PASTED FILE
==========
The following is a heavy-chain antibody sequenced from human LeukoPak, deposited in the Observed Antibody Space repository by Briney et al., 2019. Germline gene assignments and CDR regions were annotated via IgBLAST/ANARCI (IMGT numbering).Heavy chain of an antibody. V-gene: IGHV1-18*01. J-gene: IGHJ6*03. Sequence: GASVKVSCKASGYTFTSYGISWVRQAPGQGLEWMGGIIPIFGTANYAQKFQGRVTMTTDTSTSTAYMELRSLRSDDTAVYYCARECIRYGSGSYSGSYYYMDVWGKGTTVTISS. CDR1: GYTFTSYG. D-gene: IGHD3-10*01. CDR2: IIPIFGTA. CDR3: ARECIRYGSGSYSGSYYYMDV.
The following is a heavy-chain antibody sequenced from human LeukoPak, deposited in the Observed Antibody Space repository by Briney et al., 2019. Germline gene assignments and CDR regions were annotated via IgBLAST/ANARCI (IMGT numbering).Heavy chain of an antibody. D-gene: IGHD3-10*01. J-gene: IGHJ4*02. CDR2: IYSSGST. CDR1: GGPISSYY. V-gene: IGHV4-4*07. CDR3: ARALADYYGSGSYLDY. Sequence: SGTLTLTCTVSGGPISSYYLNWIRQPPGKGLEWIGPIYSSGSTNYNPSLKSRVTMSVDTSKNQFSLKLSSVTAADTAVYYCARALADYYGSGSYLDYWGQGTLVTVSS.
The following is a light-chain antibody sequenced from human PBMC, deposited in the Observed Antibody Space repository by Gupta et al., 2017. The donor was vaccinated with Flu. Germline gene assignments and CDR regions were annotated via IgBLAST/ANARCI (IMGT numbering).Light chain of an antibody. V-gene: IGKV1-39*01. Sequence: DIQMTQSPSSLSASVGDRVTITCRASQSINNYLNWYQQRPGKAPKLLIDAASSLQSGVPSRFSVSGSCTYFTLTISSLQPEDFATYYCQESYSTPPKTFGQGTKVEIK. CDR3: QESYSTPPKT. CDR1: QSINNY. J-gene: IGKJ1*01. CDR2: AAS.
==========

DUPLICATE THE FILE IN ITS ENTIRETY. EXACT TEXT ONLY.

The following is a heavy-chain antibody sequenced from human LeukoPak, deposited in the Observed Antibody Space repository by Briney et al., 2019. Germline gene assignments and CDR regions were annotated via IgBLAST/ANARCI (IMGT numbering).Heavy chain of an antibody. V-gene: IGHV1-18*01. J-gene: IGHJ6*03. Sequence: GASVKVSCKASGYTFTSYGISWVRQAPGQGLEWMGGIIPIFGTANYAQKFQGRVTMTTDTSTSTAYMELRSLRSDDTAVYYCARECIRYGSGSYSGSYYYMDVWGKGTTVTISS. CDR1: GYTFTSYG. D-gene: IGHD3-10*01. CDR2: IIPIFGTA. CDR3: ARECIRYGSGSYSGSYYYMDV.
The following is a heavy-chain antibody sequenced from human LeukoPak, deposited in the Observed Antibody Space repository by Briney et al., 2019. Germline gene assignments and CDR regions were annotated via IgBLAST/ANARCI (IMGT numbering).Heavy chain of an antibody. D-gene: IGHD3-10*01. J-gene: IGHJ4*02. CDR2: IYSSGST. CDR1: GGPISSYY. V-gene: IGHV4-4*07. CDR3: ARALADYYGSGSYLDY. Sequence: SGTLTLTCTVSGGPISSYYLNWIRQPPGKGLEWIGPIYSSGSTNYNPSLKSRVTMSVDTSKNQFSLKLSSVTAADTAVYYCARALADYYGSGSYLDYWGQGTLVTVSS.
The following is a light-chain antibody sequenced from human PBMC, deposited in the Observed Antibody Space repository by Gupta et al., 2017. The donor was vaccinated with Flu. Germline gene assignments and CDR regions were annotated via IgBLAST/ANARCI (IMGT numbering).Light chain of an antibody. V-gene: IGKV1-39*01. Sequence: DIQMTQSPSSLSASVGDRVTITCRASQSINNYLNWYQQRPGKAPKLLIDAASSLQSGVPSRFSVSGSCTYFTLTISSLQPEDFATYYCQESYSTPPKTFGQGTKVEIK. CDR3: QESYSTPPKT. CDR1: QSINNY. J-gene: IGKJ1*01. CDR2: AAS.